How much money can you save by living with your parents?
Moving home to save money
Living with your parents can turbo boost your ability to save for a down payment. And it’s a strategy increasing numbers of young professionals who want to be homeowners are adopting.
One thing many neglects to do first is to find out how big a down payment they may need. There’s a persistent myth that you require 20 percent of the purchase price. But that’s not true. Down payments of 3.0 percent and 3.5 percent are common. Some mortgages require none at all.
Better yet, there are thousands of programs across the country that provide grants or loans to help first-time buyers with their down payments and closing costs. Be sure you know how much you’ll need before you begin to save.Verify your new rate (May 20th, 2018)
Why you might be living with your parents
Pew Research Center reckons that, in 2016, 15 percent of all millennials aged 25-35 years were living with their parents. That compares with 10 percent of Generation X-ers in 2000 and 8 percent of early Boomers in 1981. Student debt, as you can see below, is a big reason.
Taking a wider age range, 18-34 years, the U.S. Census Bureau calculates that one-in-three young Americans lived at home in 2016.
But few of those 2016 millennials were slackers. Pew found only 5.7 percent were unemployed.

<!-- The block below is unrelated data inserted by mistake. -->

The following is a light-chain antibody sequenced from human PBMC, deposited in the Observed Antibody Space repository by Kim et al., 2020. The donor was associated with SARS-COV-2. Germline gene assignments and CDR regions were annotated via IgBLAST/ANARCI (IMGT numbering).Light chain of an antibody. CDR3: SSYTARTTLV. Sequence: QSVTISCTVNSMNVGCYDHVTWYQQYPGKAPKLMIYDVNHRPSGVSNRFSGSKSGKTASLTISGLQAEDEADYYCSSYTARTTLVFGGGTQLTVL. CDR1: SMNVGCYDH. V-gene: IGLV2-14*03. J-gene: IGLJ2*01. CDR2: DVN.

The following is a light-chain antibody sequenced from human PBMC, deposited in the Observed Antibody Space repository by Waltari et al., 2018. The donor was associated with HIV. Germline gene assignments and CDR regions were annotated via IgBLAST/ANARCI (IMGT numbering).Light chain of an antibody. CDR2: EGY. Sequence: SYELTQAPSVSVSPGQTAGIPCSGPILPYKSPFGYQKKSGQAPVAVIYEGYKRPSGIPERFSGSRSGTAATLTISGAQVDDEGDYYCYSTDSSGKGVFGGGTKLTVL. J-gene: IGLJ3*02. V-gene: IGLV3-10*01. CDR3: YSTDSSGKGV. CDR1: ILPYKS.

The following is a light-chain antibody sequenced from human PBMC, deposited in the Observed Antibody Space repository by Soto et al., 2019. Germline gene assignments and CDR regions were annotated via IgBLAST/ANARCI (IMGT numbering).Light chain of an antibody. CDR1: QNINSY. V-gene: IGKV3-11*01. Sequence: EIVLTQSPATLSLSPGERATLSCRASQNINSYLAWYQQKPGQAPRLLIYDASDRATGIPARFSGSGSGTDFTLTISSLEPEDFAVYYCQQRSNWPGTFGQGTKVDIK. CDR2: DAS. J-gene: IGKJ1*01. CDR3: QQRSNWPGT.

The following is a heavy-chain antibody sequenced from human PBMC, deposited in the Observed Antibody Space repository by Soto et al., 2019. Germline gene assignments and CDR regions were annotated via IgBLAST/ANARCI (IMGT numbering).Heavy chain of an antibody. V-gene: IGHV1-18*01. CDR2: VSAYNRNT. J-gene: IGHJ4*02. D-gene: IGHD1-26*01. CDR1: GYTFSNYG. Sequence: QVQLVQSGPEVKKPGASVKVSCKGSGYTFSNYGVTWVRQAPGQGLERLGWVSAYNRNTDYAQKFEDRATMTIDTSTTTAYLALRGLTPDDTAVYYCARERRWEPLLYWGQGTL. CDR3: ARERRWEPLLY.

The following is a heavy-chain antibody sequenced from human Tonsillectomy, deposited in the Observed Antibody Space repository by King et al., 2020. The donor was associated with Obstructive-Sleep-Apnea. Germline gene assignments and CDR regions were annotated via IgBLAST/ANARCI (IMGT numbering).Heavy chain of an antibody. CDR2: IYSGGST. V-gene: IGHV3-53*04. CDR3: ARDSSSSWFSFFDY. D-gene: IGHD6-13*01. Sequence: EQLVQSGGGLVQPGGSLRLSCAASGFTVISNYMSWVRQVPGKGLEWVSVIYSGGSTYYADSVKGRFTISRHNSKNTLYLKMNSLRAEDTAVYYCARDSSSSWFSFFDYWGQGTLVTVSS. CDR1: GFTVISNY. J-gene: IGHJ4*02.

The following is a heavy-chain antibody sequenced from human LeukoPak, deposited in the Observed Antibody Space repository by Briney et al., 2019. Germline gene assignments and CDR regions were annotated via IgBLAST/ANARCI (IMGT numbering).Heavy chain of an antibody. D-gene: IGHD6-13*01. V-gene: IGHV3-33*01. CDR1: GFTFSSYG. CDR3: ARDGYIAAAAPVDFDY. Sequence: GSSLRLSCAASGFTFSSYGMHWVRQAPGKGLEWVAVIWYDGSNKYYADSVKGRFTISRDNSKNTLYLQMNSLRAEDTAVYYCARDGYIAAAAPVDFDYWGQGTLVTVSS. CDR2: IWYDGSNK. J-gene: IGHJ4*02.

Of course, nobody knows precisely how many of the 24 million adult Americans living with mom and dad are there for strategically sound financial reasons. No doubt many are there because they lack the ability or drive to ever move out.
Others go back home because their parents depend on their support. The sheer growth in overall numbers suggests new drivers behind the phenomenon — for instance, saving for a down payment on a home.
How much might you save while living with your parents?
There are too many variables for us to give a dollar answer to the question of how much you could save when you go back home. We can give you a framework that will allow you to calculate your own pretty good estimate. Here are some of those key variables.
Your income and outgoings
Clearly, those with higher incomes can generally save more. But that’s not always the case.
It’s the difference between your income and “fixed” (meaning unavoidable, not discretionary) outgoings that determine your ability to save. Debt payments are the fixed outgoings that often reduce the most the amount you have left over for savings.
If you’re paying out large sums each month on student loans, an auto loan, minimum payments on store and credit cards and perhaps a personal loan, your progress are going to be slower.
In fact, it may be worth at this point suspending your savings ambitions and instead take time out to pay down some debt, especially on your plastic. Not only will that boost your ability to save more for later, but it will improve your finances — and perhaps your credit score — considerably.
And don’t forget: mortgage lenders pay close attention to your debt-to-income ratio when deciding whether to lend to you, how much you can borrow and the interest rate they’re going to charge you.
Your arrangement with mom and dad